The Newport to Ensenada Race is coming up, and again this year, I’ll assume my position somewhere near the jetty to enjoy the sight as hundreds of boats of varying shapes and styles unfurl their sails.
Once again they’ll blossom out of the harbor, into the open sea, and head south. Onboard, sailors get a sense of the morning’s wind and go over last minute details with their race crew. And I’ll develop a headache.
When my husband and I were first dating, he invited me to come along on a sailing race. I knew he had been a professional sailor, but his accounts of the vast loneliness of Pacific nights during the Trans Pac failed to impress this city girl who thought boats were like cars: you just got in and turned something on and off you went.
Since reading “Moby Dick” was my only previous experience with sailing, I knew only enough to stay out of the way of shouting, running, sheet-pulling men, and found a safe area on one side of the boat. Well, of course, in a race on a windy day, there is no safe area. Mix six men with highly competitive urges to win and a land lubber sitting on just the exact winch handle thingy they needed, and there erupts emotional combustion worthy of Captain Ahab himself.
All these years later, it’s just another often-told funny story. But at the time, the level of aggression and agitation these grown men exhibited was baffling, and, I thought, permanent. I was genuinely surprised at the laughter and bon homie afterward, but my husband explained that it was just that they were very competitive and the yelling and cursing was all part of…wanting to win.
Psychologists know that the urge to compete and to win are hard-wired into our brains as remnants of the need to establish ourselves at the top of a hierarchy in order to survive. The instinct has persisted over eons, and we all retain differing levels in the strength of the urge to win. Competition through athletics and sports is one of the healthiest ways we have to express the urge to be the best, to win against peers (as in sailing), or against nature (as in sailing).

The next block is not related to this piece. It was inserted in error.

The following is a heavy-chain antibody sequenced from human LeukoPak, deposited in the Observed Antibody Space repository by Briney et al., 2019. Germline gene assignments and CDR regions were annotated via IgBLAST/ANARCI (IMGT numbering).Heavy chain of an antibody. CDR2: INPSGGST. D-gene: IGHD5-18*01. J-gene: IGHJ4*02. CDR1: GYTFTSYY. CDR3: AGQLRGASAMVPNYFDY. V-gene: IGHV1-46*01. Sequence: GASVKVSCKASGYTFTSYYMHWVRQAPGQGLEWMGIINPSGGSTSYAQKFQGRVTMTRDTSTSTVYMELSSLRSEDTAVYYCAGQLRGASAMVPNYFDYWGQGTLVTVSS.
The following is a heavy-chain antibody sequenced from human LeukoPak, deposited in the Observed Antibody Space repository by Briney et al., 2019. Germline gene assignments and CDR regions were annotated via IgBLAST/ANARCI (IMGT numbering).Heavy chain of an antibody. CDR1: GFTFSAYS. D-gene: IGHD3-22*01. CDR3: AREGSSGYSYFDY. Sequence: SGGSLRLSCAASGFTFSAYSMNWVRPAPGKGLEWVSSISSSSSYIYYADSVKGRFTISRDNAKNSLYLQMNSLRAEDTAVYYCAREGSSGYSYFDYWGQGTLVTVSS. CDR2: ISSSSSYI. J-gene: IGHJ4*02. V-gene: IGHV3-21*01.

Competing in athleticism and sports are healthy and creative ways of expressing the self and increasing self esteem. When I was young, my parents instructed us to be to “good winners” and “good losers.” What they meant (aside from that we should quit hitting one another whenever we lost) was that we should feel complete and competent enough to tolerate the occasional loss without attributing negative meaning, such as, “Maybe I’m a loser. I can’t succeed at this.” And then projecting the negative thinking to, “You think I’m no good at this. When you win, you act so superior.”
Competition gets us in trouble when we start putting it to use in other arenas, such as marriage or friendship. A love relationship that has a dollop of competition gets rocky pretty quickly. We have to scan the horizon for times when we mis-perceive a compliment given to a friend or spouse as something that’s been taken away from ourselves. If someone compliments my husband’s cooking, it doesn’t mean that mine’s not that great (get the words, “So what am I, chopped liver?” out of your head). I can just relax and think how great it is that he’s just gotten kudos for his hard work.
Sometimes, instead of competing, remember that we need to click together—it’s not always about doing a solo. Don’t steal the thunder of others, and try instead to blow their horns.
Give credit to your lover, your workmates, your neighbors, and see the power you feel from those “wins.”
Ruth Wimsatt is a clinical psychologist practicing in Newport Beach and can be reached at (949) 222-3285 or at [email protected]